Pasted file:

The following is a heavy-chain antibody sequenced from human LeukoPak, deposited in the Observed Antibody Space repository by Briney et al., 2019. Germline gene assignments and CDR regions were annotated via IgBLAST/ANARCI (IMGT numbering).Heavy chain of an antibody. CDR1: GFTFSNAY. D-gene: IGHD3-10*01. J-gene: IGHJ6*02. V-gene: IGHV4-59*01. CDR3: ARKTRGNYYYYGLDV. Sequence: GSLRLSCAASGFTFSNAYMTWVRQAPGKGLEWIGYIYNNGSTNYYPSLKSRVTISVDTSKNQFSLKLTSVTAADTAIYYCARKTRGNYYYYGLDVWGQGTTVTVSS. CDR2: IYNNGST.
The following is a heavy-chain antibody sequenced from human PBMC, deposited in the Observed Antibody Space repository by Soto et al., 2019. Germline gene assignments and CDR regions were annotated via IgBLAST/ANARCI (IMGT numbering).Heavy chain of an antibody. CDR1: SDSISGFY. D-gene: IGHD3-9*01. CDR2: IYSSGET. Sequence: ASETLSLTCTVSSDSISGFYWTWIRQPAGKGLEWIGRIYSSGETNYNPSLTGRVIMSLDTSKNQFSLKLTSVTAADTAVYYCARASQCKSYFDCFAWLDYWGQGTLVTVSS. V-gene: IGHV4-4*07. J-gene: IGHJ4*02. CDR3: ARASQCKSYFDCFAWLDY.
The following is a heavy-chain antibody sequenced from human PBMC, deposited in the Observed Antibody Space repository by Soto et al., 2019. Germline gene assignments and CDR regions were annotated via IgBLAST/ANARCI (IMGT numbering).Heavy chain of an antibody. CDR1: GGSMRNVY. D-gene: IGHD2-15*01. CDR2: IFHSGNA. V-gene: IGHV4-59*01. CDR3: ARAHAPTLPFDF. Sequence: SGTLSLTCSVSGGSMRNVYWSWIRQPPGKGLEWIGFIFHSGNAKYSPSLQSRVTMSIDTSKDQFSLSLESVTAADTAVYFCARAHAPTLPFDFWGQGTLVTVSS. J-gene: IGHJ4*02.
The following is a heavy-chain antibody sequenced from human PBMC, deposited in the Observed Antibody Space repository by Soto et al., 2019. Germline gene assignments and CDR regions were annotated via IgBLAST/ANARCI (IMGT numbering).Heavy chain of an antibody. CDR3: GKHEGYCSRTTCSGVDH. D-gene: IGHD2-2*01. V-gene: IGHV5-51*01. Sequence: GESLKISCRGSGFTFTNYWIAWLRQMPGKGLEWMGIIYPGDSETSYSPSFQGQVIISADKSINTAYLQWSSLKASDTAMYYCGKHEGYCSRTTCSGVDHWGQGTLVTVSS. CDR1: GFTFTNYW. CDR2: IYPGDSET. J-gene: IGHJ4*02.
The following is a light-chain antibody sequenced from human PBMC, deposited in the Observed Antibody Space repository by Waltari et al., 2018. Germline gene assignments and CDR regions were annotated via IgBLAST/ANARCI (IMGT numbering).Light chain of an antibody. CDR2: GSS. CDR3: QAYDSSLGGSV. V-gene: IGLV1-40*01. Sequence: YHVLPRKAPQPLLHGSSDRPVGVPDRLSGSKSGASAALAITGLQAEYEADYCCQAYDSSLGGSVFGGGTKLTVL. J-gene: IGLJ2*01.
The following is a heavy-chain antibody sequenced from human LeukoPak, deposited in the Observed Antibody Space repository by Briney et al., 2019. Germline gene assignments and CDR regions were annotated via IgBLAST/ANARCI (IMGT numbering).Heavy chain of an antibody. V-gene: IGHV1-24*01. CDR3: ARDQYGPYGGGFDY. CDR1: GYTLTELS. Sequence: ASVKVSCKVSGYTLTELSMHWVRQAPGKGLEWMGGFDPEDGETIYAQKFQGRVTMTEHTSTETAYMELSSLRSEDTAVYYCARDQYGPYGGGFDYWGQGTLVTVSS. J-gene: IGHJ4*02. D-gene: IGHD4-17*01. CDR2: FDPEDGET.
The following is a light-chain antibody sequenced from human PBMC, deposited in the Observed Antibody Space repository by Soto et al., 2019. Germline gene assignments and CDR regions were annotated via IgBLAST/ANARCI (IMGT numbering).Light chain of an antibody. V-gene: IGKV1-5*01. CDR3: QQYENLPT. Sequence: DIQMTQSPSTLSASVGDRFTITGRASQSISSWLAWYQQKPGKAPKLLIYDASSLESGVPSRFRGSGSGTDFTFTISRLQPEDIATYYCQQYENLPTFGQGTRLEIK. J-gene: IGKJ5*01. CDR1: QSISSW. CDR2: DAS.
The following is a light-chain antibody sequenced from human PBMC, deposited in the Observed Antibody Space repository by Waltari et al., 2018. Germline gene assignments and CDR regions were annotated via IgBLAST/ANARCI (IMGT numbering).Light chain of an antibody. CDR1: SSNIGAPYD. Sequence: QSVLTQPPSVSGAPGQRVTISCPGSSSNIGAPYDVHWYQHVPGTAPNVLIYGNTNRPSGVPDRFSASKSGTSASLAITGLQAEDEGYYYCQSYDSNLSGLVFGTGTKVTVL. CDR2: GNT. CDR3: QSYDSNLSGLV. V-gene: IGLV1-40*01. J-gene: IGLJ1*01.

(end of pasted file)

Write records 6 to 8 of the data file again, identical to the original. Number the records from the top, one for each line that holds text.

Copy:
The following is a heavy-chain antibody sequenced from human LeukoPak, deposited in the Observed Antibody Space repository by Briney et al., 2019. Germline gene assignments and CDR regions were annotated via IgBLAST/ANARCI (IMGT numbering).Heavy chain of an antibody. V-gene: IGHV1-24*01. CDR3: ARDQYGPYGGGFDY. CDR1: GYTLTELS. Sequence: ASVKVSCKVSGYTLTELSMHWVRQAPGKGLEWMGGFDPEDGETIYAQKFQGRVTMTEHTSTETAYMELSSLRSEDTAVYYCARDQYGPYGGGFDYWGQGTLVTVSS. J-gene: IGHJ4*02. D-gene: IGHD4-17*01. CDR2: FDPEDGET.
The following is a light-chain antibody sequenced from human PBMC, deposited in the Observed Antibody Space repository by Soto et al., 2019. Germline gene assignments and CDR regions were annotated via IgBLAST/ANARCI (IMGT numbering).Light chain of an antibody. V-gene: IGKV1-5*01. CDR3: QQYENLPT. Sequence: DIQMTQSPSTLSASVGDRFTITGRASQSISSWLAWYQQKPGKAPKLLIYDASSLESGVPSRFRGSGSGTDFTFTISRLQPEDIATYYCQQYENLPTFGQGTRLEIK. J-gene: IGKJ5*01. CDR1: QSISSW. CDR2: DAS.
The following is a light-chain antibody sequenced from human PBMC, deposited in the Observed Antibody Space repository by Waltari et al., 2018. Germline gene assignments and CDR regions were annotated via IgBLAST/ANARCI (IMGT numbering).Light chain of an antibody. CDR1: SSNIGAPYD. Sequence: QSVLTQPPSVSGAPGQRVTISCPGSSSNIGAPYDVHWYQHVPGTAPNVLIYGNTNRPSGVPDRFSASKSGTSASLAITGLQAEDEGYYYCQSYDSNLSGLVFGTGTKVTVL. CDR2: GNT. CDR3: QSYDSNLSGLV. V-gene: IGLV1-40*01. J-gene: IGLJ1*01.